•  C is the concentration in moles per liter
    •  d is the distance in cm
    •  Ef and Ei are the final and initial pulse energies respectively.

In order to determine the amount of light absorbed (A) by the solution the molar absorption co-efficient is found from the gradient of the log-linear plot of Beer's law.

The absorption coefficient (α cm−1) can then be calculated by multiplying the molar absorption coefficient by the concentration. Once the absorption coefficient is obtained, the penetration depth can be calculated from the reciprocal of this value. The penetration depth (in cm) can be used to determine whether the solution will provide enough absorbence to be used successfully in a PTK procedure using the 213 nm wavelength.

Ofloxacin is present in the ophthalmic solution Ocuflox (Trade Mark) at a concentration of 3 mg/ml. Measurements were then taken for ofloxacin at dilutions (in purified water) of the regular concentration; 1/100, 1/150, 1/200, 1/300, 1/500, 1/750, 1/1000. Readings were taken for BSS maintaining the same dilutions. By keeping the distance (or depth) constant and by varying the concentration a plot of transmission vs. concentration can be obtained as described previously. Five random readings were taken for each dilution and the mean calculated, in order to reduce the error from inter-pulse variations.

All data was obtained consecutively using the same laser to control for any variation between different lasers. Transmission for BSS and ofloxacin solution decreased exponentially with increasing concentration. These transmission plots were obtained for BSS and ofloxacin solutions using identical dilutions. There were no significant differences in intra-dilution energy readings.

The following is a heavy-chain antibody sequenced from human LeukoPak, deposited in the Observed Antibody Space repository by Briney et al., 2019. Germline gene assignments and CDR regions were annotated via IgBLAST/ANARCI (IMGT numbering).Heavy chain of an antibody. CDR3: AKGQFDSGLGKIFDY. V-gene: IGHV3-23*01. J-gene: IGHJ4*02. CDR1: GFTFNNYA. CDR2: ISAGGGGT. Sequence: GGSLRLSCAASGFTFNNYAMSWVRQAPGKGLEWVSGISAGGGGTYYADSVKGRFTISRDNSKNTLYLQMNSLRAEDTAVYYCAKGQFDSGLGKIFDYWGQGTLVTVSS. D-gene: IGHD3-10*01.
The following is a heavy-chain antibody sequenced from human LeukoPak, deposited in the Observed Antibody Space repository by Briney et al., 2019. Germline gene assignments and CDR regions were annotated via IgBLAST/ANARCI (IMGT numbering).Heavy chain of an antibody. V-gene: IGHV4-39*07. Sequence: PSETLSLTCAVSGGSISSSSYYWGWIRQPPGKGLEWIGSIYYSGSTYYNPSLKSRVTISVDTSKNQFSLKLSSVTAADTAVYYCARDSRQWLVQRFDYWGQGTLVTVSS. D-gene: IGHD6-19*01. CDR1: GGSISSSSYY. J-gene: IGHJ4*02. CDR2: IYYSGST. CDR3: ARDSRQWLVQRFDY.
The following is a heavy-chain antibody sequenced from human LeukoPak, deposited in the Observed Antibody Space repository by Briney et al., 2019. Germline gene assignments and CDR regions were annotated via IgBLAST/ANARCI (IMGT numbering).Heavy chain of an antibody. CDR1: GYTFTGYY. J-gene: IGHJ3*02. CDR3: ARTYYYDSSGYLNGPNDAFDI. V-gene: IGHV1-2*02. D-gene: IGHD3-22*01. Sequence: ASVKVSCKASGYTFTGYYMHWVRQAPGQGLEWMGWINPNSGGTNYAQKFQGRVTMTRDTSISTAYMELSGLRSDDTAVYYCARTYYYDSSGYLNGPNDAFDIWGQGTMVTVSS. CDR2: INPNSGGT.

Data obtained for ofloxacin solution and BSS were plotted and the log-linear plot of this data used to obtain the absorption coefficient. The data obtained for ofloxacin and BSS both fitted well to an exponential curve (R2=0.9806 and 0.9924 respectively). Ofloxacin exhibited a smaller penetration distance than BSS at the 213 nm wavelength and was comparable to BSS at the 193 nm wavelength (Table 1). BSS showed a noticeable increase in penetration distance using the 213 nm wavelength compared to its absorption in the 193 nm wavelength (Table 1).

TABLE 1
α Penetration Depth
Solution (cm−1) (μm)
Ofloxacin 198.6 50.3
(as Ocuflox ™)
213 nm
BSS 140 72
(as Eye Stream ™)
193 nm
BSS 12.42 805
(as Eye Stream ™)
213 nm

The results from this study suggest that ofloxacin has masking properties that are ideal for use with the 213 nm solid-state laser. When compared to BSS at 213 nm, ofloxacin provides a penetration distance that is an order of magnitude shorter. These studies also confirm that BSS does not have the ability to mask 213 nm light sufficiently for PTK.

In addition, the similar penetration distance to BSS at 193 nm suggests that ofloxacin at 213 nm is just as suitable for use as a masking fluid. An essential property of a masking fluid is the ability to absorb the relevant laser light well, which is provided by ofloxacin but not BSS at the 213 nm wavelength. This absorption is essential for the fluid to shield deeper areas of cornea from ablation whilst the corneal protuberance is ablated.